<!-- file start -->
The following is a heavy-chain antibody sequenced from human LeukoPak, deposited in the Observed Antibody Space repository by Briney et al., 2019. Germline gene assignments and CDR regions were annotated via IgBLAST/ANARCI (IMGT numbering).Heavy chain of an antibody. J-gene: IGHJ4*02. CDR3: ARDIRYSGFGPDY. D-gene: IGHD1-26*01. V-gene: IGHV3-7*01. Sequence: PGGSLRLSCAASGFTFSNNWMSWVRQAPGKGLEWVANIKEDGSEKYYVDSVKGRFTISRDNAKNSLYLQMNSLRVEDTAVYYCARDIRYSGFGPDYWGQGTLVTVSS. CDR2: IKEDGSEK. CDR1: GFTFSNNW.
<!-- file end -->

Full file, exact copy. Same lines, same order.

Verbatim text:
The following is a heavy-chain antibody sequenced from human LeukoPak, deposited in the Observed Antibody Space repository by Briney et al., 2019. Germline gene assignments and CDR regions were annotated via IgBLAST/ANARCI (IMGT numbering).Heavy chain of an antibody. J-gene: IGHJ4*02. CDR3: ARDIRYSGFGPDY. D-gene: IGHD1-26*01. V-gene: IGHV3-7*01. Sequence: PGGSLRLSCAASGFTFSNNWMSWVRQAPGKGLEWVANIKEDGSEKYYVDSVKGRFTISRDNAKNSLYLQMNSLRVEDTAVYYCARDIRYSGFGPDYWGQGTLVTVSS. CDR2: IKEDGSEK. CDR1: GFTFSNNW.